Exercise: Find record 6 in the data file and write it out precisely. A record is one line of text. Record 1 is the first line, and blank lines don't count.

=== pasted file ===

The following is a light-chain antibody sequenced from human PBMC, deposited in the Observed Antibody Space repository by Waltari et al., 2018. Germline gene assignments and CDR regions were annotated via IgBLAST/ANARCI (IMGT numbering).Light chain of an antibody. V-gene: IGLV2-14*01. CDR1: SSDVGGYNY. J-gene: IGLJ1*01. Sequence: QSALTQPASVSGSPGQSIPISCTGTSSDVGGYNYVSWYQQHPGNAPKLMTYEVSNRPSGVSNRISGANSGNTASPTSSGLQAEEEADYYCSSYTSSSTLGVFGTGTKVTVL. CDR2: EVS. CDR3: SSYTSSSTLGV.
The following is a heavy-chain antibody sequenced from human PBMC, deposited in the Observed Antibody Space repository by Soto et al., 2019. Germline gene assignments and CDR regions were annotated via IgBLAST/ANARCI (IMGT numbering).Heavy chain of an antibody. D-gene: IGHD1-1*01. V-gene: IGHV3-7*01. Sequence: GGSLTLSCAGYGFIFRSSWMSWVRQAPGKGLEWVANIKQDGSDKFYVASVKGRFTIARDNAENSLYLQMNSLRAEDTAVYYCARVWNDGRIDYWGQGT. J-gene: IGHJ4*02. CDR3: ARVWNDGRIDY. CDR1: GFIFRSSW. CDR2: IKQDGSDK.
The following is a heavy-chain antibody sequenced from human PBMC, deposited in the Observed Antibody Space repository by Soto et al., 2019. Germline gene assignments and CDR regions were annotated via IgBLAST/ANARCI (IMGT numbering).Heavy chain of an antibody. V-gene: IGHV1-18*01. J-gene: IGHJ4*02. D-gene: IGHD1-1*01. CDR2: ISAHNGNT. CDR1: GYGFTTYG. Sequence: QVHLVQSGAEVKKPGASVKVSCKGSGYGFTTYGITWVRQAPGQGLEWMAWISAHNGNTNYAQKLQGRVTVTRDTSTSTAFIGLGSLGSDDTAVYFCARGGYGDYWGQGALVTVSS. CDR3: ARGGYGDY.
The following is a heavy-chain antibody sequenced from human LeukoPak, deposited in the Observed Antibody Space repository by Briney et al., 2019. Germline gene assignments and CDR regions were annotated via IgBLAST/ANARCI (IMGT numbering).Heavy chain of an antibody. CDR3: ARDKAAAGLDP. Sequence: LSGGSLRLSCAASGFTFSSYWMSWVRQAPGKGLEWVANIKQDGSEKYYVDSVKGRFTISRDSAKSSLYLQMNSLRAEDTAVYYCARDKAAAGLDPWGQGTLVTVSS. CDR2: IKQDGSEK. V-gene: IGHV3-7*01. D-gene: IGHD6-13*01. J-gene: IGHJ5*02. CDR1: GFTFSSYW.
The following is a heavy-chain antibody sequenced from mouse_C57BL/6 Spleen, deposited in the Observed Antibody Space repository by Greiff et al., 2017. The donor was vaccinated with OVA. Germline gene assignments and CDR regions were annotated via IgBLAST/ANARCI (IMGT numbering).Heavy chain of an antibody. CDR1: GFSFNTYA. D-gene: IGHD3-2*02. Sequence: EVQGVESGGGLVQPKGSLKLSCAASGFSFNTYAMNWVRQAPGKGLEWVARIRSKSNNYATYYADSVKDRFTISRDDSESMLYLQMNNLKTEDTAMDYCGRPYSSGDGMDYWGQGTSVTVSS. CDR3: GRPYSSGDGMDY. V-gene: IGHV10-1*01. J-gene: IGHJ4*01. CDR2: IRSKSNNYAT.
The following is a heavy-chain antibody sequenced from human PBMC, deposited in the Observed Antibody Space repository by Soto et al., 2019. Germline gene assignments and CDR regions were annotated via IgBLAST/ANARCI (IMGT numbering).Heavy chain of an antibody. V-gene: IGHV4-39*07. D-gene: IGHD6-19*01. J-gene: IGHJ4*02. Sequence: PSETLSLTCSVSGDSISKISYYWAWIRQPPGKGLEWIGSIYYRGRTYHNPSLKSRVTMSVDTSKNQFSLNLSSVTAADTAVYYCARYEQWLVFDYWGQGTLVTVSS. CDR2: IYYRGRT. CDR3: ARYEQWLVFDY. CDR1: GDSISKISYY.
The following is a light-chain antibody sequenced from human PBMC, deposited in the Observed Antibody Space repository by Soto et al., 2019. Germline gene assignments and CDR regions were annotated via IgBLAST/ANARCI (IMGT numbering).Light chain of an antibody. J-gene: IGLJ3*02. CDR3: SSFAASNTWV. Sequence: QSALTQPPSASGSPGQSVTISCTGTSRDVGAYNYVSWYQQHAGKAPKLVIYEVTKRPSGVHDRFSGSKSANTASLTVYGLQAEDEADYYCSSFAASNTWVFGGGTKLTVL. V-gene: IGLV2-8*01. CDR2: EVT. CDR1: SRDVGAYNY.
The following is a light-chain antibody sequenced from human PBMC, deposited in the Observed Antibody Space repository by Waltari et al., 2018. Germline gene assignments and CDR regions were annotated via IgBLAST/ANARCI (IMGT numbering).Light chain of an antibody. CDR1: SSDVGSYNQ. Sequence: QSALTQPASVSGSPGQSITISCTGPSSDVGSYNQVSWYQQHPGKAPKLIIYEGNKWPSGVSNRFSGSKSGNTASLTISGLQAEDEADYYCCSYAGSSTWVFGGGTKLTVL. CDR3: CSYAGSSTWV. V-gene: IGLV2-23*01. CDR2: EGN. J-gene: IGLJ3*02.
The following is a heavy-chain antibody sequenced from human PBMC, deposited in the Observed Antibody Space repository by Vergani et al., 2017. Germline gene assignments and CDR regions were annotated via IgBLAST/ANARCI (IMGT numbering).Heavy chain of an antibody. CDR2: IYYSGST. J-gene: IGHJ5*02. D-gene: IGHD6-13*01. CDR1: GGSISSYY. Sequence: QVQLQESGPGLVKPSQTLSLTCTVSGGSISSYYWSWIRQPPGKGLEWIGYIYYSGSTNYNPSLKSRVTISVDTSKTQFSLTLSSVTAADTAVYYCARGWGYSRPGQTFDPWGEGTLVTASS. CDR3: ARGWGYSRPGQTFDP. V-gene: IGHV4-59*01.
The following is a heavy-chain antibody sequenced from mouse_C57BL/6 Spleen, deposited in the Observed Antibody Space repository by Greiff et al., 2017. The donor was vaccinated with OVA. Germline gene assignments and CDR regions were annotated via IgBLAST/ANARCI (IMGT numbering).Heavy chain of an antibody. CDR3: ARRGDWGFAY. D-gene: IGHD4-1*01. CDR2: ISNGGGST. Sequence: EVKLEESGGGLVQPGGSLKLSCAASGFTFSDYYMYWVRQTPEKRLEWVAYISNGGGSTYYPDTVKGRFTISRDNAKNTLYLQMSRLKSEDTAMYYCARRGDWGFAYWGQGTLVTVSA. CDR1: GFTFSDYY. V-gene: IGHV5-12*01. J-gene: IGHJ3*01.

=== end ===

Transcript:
The following is a heavy-chain antibody sequenced from human PBMC, deposited in the Observed Antibody Space repository by Soto et al., 2019. Germline gene assignments and CDR regions were annotated via IgBLAST/ANARCI (IMGT numbering).Heavy chain of an antibody. V-gene: IGHV4-39*07. D-gene: IGHD6-19*01. J-gene: IGHJ4*02. Sequence: PSETLSLTCSVSGDSISKISYYWAWIRQPPGKGLEWIGSIYYRGRTYHNPSLKSRVTMSVDTSKNQFSLNLSSVTAADTAVYYCARYEQWLVFDYWGQGTLVTVSS. CDR2: IYYRGRT. CDR3: ARYEQWLVFDY. CDR1: GDSISKISYY.